Intermediate Next.js

Per-Request Caching

Scott Moss

Scott Moss

Superfilter AI
Intermediate Next.js

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The "Per-Request Caching" Lesson is part of the full, Intermediate Next.js course featured in this preview video. Here's what you'd learn in this lesson:

Scott demonstrates per-request caching, which helps eliminate repeated database or server-side calls on a single request. To highlight this, the getCurrentUser utility function, which is called three times from the dashboard page, is wrapped in React's cache function. This reduces the number of invocations to one.


Transcript from the "Per-Request Caching" Lesson

>> Scott Moss: Caching in Next.js is one is way different than a pages directory, okay? So caching in Next.js the way it works is by default on the server component. Everything's cached by default. There are different things that you can put in your code that will turn the caching off, so let me explain that.

Let's go to some of our slots, for example. Let's do some things. So for instance, what's a good thing I can do here? So let's do this, I'm gonna go into my current user. I'm going to, we're gonna make a log here, console log get user. So this is gonna this is gonna say get user, and then I'm just gonna like just turn this off for, or actually we'll just leave it we'll just see it, we'll see a number so let's see, let's run this or refresh this.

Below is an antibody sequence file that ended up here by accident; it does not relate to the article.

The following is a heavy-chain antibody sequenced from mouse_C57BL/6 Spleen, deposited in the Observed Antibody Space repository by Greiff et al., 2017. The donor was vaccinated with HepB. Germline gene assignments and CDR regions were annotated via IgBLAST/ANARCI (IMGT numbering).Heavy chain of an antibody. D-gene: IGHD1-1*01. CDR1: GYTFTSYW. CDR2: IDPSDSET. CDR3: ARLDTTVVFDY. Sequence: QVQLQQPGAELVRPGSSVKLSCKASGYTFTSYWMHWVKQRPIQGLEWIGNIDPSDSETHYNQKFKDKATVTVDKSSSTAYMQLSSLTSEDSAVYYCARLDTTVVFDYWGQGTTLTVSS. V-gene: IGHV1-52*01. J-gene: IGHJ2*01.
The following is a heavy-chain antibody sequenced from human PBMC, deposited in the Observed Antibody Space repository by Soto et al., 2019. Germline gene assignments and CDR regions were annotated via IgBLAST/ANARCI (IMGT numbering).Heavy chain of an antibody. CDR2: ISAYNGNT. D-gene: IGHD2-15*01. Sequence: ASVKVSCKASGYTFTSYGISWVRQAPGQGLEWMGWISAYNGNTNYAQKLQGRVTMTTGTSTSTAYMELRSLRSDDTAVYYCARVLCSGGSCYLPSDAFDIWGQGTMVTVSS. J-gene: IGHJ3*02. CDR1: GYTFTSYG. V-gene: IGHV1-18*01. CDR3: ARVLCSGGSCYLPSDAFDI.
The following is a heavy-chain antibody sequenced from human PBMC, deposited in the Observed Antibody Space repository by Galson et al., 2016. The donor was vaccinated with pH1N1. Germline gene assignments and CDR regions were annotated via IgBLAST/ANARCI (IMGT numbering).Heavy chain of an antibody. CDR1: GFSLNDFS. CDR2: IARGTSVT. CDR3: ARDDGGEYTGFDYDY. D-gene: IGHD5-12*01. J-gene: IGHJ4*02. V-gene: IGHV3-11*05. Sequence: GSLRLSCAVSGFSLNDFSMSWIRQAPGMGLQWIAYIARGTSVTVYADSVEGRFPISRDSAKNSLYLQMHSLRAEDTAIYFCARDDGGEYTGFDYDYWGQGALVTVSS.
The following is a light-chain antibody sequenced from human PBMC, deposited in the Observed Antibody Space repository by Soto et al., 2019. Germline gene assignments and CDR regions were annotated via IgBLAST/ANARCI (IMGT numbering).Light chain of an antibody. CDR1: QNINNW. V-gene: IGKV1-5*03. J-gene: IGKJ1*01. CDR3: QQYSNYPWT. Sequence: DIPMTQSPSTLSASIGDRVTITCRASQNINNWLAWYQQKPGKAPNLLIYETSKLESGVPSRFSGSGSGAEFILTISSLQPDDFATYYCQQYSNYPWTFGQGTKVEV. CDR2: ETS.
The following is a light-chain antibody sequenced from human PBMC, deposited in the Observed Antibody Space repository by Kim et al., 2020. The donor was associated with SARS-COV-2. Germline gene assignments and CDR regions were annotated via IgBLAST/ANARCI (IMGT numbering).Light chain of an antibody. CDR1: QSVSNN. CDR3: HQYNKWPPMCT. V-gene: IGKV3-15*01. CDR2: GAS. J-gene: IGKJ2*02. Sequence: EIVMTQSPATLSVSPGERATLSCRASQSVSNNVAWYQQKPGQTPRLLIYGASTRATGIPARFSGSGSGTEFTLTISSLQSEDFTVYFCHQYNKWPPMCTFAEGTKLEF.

I'm gonna do a hard refresh actually let me clear my console. I'll do a heart refresh. Okay, we saw get user three times. That makes sense because we have three slots that each do it once. So we saw it three times, right? If I refresh it again, we see it again three times.

So it's clear that in this case is not cashing, right? We're not caching by default with this scenario, and that's because we're using something that Next.js has determined, is dynamic and should not be cached. And that's gonna be cookies. Because we're using cookies in this function, which is per request, Next.js is smart enough to know like, I should not cache this because this function depends on a dynamic value like cookies which can change every single request.

So therefore, it should not be cached. It's just gonna get the same user though. It's gonna hit the database and get the same user three different times or in amount of times or however many times I'm calling this function and one request. It's gonna get it that many times.

That's kind of redundant. So, in this case we don't want to do a persistent cache because in that way, it will always read the same cookie that I read last time, and if someone logged out, we would never catch it. But what we do wanna do is a per request cache.

We wanna memorize this. So on the same request, it won't do the same function more than once. So that's what we would want in this scenario. So the best way to do that is gonna be with the cache function from React. So if you get the cache function from React, you can just wrap it around this, pretty simple.

Okay, how was it doing that? And then we'll just say cache this. This is a per request memorization. So now if I put the log in here.
>> Scott Moss: Let's see what happens. We're gonna go back, we're gonna refresh, and I see user one time now instead of three times.

So that's great. We want that, that solved that problem. But there are other scenarios where we might want to cache, we might not want to cache. So let's go look at the other functions that we call to see their behaviors.

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